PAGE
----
Grabow joins Cubs in Florida
Lefty goes from last to first; Gorzelanny to join club Saturday
MIAMI -- John Grabow received about 30 text messages from friends who keep an eye on the National League Central standings, pointing out the obvious. He's gone from last to first.
"It's pretty neat," said Grabow, whom the Cubs acquired Thursday from the Pittsburgh Pirates in a five-player deal, "but at the same time, it's the same job as it was in Pittsburgh, which is trying to get guys out."
Grabow reported to his new job on Friday, joining the first-place Cubs in Florida for the three-game series against the Marlins.
"It gives us another lefty and it gives us an experienced pitcher at the end of the ballgame," Cubs manager Lou Piniella said. "Grabow gets right-handed hitters out very well, also. He's got a real nice changeup. It gives us another dependable, reliable pitcher with experience at the end of the ballgame, and we don't have to go to our guys three, four days in a row like we have had to."
That's good news for Sean Marshall, who had been the only southpaw in the Cubs' pen.
"It always helps to have an extra arm, especially a left-hander, in the 'pen," Marshall said.
Grabow knows exactly what Marshall has gone through.
"I was the only lefty left in Pittsburgh for a little while, and it's tough sometimes," Grabow said. "It's like you've got all the weight of the world on your shoulders when you have a bunch of lefties in the lineup. I'm going to try to help these guys out as much as I can."
Piniella can now choose which southpaw to use in relief. Plus, if he needs Marshall to go a little longer, he can.
"This gives us one more arm at the end of the ballgame," Piniella said. "We can manage games a little differently and have a left-hander in the sixth and one in the eighth. We didn't have that luxury before."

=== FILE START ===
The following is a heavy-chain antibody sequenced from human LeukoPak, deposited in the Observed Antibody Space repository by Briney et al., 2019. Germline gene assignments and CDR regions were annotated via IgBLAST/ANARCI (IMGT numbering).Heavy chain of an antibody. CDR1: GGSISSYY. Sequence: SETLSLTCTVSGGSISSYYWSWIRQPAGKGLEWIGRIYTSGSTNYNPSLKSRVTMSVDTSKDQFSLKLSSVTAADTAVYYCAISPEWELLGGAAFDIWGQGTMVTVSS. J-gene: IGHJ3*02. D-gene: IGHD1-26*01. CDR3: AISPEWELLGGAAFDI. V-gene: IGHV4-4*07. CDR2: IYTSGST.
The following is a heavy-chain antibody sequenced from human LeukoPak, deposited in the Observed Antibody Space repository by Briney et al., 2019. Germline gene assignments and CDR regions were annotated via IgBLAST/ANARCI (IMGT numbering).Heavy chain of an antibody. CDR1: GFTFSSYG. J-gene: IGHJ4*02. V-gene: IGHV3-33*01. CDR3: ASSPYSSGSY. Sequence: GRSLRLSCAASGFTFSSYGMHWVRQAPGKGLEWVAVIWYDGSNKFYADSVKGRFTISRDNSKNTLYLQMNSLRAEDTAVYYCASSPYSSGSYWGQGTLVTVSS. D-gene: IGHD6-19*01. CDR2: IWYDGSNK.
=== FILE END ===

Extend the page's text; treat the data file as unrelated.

Grabow, who will wear No. 43, was 3-0 with a 3.42 ERA in 45 games with the Pirates. He has been on a good roll, posting a 2.22 ERA and a .184 opponents' batting average in his past 25 appearances.
It had been strange in Pittsburgh lately because of all the players leaving in deals. Grabow, Freddy Sanchez, Jack Wilson and Ian Snell were all gone in a few days.
"It has been a little bit depressing there, because they're trading away all the big league guys and it seems like it's a Triple-A team right now," Grabow said of the Pirates. "What they're doing is cleaning house and starting from scratch."
His name had been linked to several teams in need of a lefty in the 'pen. Did he want to come to Chicago?
"I really didn't think about where I was going to go," Grabow said. "Obviously, I played in Chicago against these guys. They have a great team and always play us tough. They have good players here and are determined to win. That comes first. I'm excited to try to blend in with these guys here and contribute."
What should Cubs fans look for?
"When I'm throwing good, I'm throwing strikes," Grabow said. "When I face lefties, I'll throw my slider and fastball. When I face righties, it'll be my fastball and changeup. I don't try to trick anyone, I keep it simple."
Grabow talked to Tom Gorzelanny, the other lefty pitcher the Cubs acquired from the Pirates, and the Evergreen Park, Ill., native was excited about the move. Gorzelanny will join the team in Florida on Saturday and throw in the bullpen for pitching coach Larry Rothschild. He's slated to make his Cubs debut Tuesday, starting against the Cincinnati Reds.
"He was up with us for a little bit this year, and it seems like he's turned things around and he's pitching healthy, and that's the key for him is to be healthy," Grabow said. "He's got the ability and he's got the makeup to be a good pitcher. He did it two years ago. It's a matter of him getting his confidence back and staying healthy."
The addition of Gorzelanny gives Cubs starter Ted Lilly, currently on the disabled list because of inflammation in his left shoulder, plenty of time to get healthy.
"The one thing with Ted is we don't want to rush this situation either," Piniella said. "We want to make sure he's properly healed. If we have to send him out for rehab, we can do that, too. With [Ryan] Dempster, we didn't have that opportunity."
Carrie Muskat is a reporter for MLB.com. This story was not subject to the approval of Major League Baseball or its clubs.